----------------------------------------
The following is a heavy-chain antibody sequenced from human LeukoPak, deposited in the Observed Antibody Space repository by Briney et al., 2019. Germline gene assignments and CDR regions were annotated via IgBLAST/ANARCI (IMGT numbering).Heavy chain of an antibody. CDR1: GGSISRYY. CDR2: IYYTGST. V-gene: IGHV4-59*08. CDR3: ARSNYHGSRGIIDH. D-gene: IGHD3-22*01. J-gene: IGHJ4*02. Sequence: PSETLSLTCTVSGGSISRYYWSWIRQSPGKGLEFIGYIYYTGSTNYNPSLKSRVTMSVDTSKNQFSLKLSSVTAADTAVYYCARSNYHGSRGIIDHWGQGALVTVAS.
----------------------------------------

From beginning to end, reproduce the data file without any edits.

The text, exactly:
The following is a heavy-chain antibody sequenced from human LeukoPak, deposited in the Observed Antibody Space repository by Briney et al., 2019. Germline gene assignments and CDR regions were annotated via IgBLAST/ANARCI (IMGT numbering).Heavy chain of an antibody. CDR1: GGSISRYY. CDR2: IYYTGST. V-gene: IGHV4-59*08. CDR3: ARSNYHGSRGIIDH. D-gene: IGHD3-22*01. J-gene: IGHJ4*02. Sequence: PSETLSLTCTVSGGSISRYYWSWIRQSPGKGLEFIGYIYYTGSTNYNPSLKSRVTMSVDTSKNQFSLKLSSVTAADTAVYYCARSNYHGSRGIIDHWGQGALVTVAS.